• Daily calendar routines.
  • Mathletics integrated into schedules for grades 1-3.
  • Use of SNAP math tool to improve number sense strategies.
  • Use of Tara West Math resources and/or MathUp resources to support instruction.
  • Use of math manipulatives to support visual representations and use of Rekenrek tool to provide visual models for calculations.
  • Assess often and intervene when needed using RTI model.
  • Student support within the classroom by Learning Support Workers.
  • Use of the SNAP Math tool as both a formative and summative assessment tool for grades 1-3.
  • Assessment of grade 3 students will include data from the District Numeracy Assessment (DNA) performed in Fall and Spring.
  • Assessment for all students includes report card data focusing on number sense.        

 

Indigenous Education Goal
  • Language and culture learning time in every class taught by our Aboriginal Education staff.
  • Increased Carrier language signage in the school.
  • Continuation of community connections. This year, we have not been able to participate in community teas but were able to host a virtual Orange Shirt Day event.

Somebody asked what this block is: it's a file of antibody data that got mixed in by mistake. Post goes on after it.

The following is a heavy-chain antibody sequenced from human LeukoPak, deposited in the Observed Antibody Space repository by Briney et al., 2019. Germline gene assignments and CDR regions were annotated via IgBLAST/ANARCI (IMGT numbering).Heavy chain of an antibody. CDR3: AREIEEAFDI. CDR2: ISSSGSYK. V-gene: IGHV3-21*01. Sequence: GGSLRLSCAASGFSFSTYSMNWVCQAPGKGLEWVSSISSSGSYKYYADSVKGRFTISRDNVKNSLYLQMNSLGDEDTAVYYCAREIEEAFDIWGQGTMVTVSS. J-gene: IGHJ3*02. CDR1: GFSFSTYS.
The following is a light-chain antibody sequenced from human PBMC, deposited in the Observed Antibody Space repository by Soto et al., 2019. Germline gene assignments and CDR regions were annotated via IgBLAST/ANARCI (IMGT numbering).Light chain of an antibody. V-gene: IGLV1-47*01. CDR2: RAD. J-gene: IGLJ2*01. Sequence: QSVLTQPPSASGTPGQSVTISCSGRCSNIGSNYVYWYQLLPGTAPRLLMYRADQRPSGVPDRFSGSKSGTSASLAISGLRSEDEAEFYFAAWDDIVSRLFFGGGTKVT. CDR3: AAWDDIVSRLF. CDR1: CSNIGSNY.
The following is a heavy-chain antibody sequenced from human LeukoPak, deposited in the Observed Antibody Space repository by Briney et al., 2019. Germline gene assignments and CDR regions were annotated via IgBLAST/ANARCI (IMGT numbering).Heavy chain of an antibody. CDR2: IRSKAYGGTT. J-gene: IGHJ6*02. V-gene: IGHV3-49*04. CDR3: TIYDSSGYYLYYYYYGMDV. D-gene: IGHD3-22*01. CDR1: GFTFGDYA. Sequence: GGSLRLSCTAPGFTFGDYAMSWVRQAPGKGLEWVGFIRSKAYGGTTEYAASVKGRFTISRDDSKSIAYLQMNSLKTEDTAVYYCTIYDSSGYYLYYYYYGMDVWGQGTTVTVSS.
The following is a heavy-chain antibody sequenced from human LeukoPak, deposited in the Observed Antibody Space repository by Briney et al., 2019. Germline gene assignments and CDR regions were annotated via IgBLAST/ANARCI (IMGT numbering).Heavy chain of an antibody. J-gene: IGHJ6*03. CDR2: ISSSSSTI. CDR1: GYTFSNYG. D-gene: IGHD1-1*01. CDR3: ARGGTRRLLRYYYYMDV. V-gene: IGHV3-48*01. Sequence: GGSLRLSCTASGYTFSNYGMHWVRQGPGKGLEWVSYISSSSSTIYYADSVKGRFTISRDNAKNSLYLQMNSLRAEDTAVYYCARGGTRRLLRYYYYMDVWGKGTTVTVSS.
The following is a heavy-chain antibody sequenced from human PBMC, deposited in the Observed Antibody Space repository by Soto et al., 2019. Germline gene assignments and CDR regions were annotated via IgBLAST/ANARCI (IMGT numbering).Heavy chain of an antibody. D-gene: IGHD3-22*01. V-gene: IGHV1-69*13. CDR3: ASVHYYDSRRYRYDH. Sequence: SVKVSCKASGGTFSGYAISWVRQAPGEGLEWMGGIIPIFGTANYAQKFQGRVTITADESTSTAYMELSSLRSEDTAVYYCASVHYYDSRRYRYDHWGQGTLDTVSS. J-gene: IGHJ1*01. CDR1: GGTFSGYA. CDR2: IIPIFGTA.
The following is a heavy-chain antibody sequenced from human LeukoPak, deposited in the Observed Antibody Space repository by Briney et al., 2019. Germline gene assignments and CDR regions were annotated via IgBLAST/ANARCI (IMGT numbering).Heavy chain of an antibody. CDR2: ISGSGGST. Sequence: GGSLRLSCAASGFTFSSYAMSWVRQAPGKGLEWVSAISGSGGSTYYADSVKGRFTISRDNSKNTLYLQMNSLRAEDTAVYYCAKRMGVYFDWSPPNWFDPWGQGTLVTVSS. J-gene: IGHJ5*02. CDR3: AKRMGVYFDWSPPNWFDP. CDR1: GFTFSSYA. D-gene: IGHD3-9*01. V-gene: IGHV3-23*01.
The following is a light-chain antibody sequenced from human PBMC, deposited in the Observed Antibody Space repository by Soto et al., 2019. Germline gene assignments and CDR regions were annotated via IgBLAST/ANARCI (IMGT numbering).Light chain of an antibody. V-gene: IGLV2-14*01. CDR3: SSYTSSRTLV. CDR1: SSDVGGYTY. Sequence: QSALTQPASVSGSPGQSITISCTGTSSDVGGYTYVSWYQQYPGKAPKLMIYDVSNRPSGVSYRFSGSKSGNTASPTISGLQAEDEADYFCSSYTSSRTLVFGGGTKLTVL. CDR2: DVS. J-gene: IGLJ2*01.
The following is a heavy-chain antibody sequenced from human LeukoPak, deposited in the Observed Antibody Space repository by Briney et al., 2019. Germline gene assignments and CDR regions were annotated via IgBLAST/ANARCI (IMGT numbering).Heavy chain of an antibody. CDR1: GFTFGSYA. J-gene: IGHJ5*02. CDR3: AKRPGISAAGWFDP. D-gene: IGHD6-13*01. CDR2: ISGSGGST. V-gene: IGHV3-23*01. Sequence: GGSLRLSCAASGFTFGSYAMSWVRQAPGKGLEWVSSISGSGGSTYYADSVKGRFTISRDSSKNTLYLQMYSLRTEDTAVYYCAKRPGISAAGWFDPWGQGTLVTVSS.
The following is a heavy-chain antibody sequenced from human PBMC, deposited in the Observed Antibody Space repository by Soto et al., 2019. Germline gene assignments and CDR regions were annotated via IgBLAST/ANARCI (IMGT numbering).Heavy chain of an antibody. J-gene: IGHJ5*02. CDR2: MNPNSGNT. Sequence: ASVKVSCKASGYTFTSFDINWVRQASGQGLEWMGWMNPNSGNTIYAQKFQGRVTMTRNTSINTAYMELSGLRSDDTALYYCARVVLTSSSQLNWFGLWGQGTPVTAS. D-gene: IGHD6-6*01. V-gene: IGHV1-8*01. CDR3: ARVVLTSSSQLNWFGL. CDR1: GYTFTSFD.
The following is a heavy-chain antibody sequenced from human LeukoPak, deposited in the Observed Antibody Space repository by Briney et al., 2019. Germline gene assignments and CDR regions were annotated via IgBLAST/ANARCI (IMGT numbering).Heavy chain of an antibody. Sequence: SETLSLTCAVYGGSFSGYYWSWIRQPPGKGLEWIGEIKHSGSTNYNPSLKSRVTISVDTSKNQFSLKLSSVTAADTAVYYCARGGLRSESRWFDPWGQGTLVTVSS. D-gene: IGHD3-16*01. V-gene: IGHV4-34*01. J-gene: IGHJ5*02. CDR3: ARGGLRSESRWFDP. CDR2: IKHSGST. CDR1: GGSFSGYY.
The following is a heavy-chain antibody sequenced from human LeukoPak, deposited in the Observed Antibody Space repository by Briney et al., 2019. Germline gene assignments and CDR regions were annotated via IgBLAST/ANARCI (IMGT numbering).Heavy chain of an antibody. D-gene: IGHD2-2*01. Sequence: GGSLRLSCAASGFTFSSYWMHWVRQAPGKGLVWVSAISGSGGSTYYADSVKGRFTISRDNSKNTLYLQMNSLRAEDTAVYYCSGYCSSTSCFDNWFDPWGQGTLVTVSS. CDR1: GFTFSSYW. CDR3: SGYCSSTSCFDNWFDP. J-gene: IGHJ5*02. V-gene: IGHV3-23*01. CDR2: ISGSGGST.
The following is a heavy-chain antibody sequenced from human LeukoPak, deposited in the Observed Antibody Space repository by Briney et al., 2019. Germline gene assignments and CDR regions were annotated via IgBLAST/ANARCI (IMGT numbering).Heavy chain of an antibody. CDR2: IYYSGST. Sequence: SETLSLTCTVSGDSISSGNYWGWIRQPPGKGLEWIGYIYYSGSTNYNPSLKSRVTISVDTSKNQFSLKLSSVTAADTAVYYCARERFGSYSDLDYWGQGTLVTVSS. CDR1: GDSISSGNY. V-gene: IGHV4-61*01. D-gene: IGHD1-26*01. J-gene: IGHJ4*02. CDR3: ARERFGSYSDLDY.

• Stream of Dreams planned for April 2021 to teach students about land stewardship and protecting our local watershed.
  • School wide button blanket activity lead by Aboriginal Education staff.
  • Series of virtual guest presentations with Indigenous artists and authors.
  • Planning for Video Stories with Elders Project for the 2021-22 school year.

We will look at student engagement in cultural learning opportunities, parent and student survey data in our analysis of our progress and effectiveness.

Data Supporting Mouse Mountain Goals

Spring 2021

Our Spring reading data shows that almost all students in grades 1-3 have made gains, many of them significant gains, in reading this year. We believe that the continuity of instruction and supportive interventions have contributed to these gains. In grade 1, 80% of students are meeting or exceeding expectations in reading. For grades 2 and 3, when we remove tier 3 learner data for students with significant learning/behaviour challenges, we see 35% (grade 2) and 85% (grade 3) of students are meeting or exceeding expectations in reading.